December 25 has come and gone, but standing in front of Boeing’s new 787-9, Air New Zealand CEO Chris Luxon is bouncing on his heels as if he’s just unwrapped the Dreamliner on Christmas morning.
Later this year Air New Zealand will be the world’s first airline to fly the Boeing 787-9 – a stretched version of the original 787-8 Dreamliner, capable of carrying more passengers over longer distances but with the same fuel efficiency and lower emissions as the ‘dash 8’.
But this particular jet, nestled in a hangar at Auckland airport on a brief respite from a battery of extensive flight tests, has special significance for Luxon.
“I’m really excited about this aircraft, especially because this is one of our aircraft” the highly-respected airline CEO enthuses.
“After it finishes its tests for Boeing it will be reconfigured with our seats and repainted in our new livery”.
Although that reconditioning won’t happen until late next year, Air New Zealand will take delivery of its very first Boeing 787-9 this July.
As the flagship of the Dreamliner fleet it will be painted in a special ‘all black’ edition of the Kiwi carrier’s new livery, Luxon tells Australian Business Traveller, while the nine jets to follow will receive the more standard white-and-black treatment (below).
Pilot training underway
That first 787-9 will be piloted by Air New Zealand chief flight operations officer Captain David Morgan.
“My first time behind the stick of the -9 will be when I accept the plane in July” Morgan tells Australian Business Traveller, although has already flown a 787-8 from Seattle to Auckland.
Over the coming months Morgan and other Air New Zealand pilots will be racking up their hours on a ‘state of the art’ Boeing 787 flight simulator which Morgan says cost the airline “north of NZ$10m” (A$9.25m).
While currently configured for the original 787-8 model, in the next few months it will be fully upgraded with -9 flight data – much of it coming from the current test aircraft.
“The main difference for the pilots is that this aeroplane has got more flap options than the -787-8” Morgan explains.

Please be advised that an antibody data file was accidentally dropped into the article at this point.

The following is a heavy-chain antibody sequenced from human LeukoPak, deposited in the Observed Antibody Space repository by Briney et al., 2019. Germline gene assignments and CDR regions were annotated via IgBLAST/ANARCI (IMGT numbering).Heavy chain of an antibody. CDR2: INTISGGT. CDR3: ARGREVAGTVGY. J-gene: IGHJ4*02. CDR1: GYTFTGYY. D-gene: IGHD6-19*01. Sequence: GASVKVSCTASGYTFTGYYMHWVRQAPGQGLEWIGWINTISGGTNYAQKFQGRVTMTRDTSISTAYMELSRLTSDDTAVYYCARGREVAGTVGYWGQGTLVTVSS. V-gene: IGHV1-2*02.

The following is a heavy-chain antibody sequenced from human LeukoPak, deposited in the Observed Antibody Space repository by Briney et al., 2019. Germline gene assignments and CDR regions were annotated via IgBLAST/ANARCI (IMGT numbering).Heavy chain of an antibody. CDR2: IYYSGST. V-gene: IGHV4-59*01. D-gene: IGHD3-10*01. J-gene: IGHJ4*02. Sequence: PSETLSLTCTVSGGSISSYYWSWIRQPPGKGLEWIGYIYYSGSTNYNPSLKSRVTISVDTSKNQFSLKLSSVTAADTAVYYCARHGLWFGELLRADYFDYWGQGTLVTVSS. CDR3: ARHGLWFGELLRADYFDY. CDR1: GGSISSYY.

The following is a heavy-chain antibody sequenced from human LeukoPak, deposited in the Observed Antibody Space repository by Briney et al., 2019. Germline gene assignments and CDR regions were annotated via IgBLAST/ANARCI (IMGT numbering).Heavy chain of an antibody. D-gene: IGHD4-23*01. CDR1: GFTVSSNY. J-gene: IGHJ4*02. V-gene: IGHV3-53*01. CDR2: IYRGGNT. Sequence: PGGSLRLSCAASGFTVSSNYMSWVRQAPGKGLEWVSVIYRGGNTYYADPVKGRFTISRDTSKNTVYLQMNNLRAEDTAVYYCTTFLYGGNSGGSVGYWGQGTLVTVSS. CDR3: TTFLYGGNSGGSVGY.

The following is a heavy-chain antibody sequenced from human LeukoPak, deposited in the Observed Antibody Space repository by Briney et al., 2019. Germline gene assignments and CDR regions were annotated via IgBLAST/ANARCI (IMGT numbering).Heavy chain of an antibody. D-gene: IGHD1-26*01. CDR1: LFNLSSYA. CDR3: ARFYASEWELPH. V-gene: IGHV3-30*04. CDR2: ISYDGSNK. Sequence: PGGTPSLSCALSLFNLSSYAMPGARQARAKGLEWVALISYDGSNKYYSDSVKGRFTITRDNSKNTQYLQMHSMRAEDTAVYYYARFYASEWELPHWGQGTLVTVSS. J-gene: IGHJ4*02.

“There’s another flap detent setting because the plane is a little heavier and a little longer, so the aerodynamics are slightly different.”
The trans-Tasman Dreamliner
Air New Zealand’s Boeing 787-9 will make its official debut on October 15th flying between Auckland and Perth, one of the routes its shares with partner Virgin Australia.
Prior to that the next-gen jetliner will also appear on trans-Tasman flights from Auckland to Sydney, Melbourne and Brisbane from “sometime in July or August, definitely in September” Morgan says.
“There’s no requirement to do proving flights as part of the certification in New Zealand” he explains, “but we will put the aircraft into service across the Tasman for crew training and also to ensure that the aeroplane is integrated seamlessly into our network”.
“We’re certainly not going to have it sitting around on the ground after the delivery in July!”
Air New Zealand expects to take delivery of two more Boeing 787-9s in September and October, which will be used for daily flights to Shanghai and Tokyo, along with some Tokyo-Christchurch flights.
Chris Luxon sees the 787-9’s sweet spot in the Air New Zealand network as the long routes to Asia, which he describes as “premium leisure travel markets” compared to the “business and leisure” mix of North America.
“For us this aircraft is really perfect for the Asian markets, and it’s perfectly configured with lie-flat business class and our new premium economy.”
While the 787-9 is capable of taking on Air New Zealand’s key US routes such as Los Angeles and San Francisco, Luxon says the airline’s larger Boeing 777-300s “will continue to point into North America.”
And then, a one-year wait…
But it’ll be another full year before Air New Zealand gets Dreamliners four and five, which are due in September-October of 2015.
The reason for the long wait, Captain David Morgan explains, is because the airline is gearing its Dreamliner services around the high season, especially for the Asian market at which the 787-9 will be aimed.
“There’s little point in bringing the aeroplanes in earlier than that because of our low seasons in the early-middle part of the year, so we’re ramping up for the (2015) high season” Morgan tells Australian Business Traveller.
Air New Zealand will take the remaining five 787-9s of its current order from 2016 to 2018, Morgan says, and the airline also has options for another eight Dreamliners under consideration.
Australian Business Traveller visited Auckland as a guest of Boeing.
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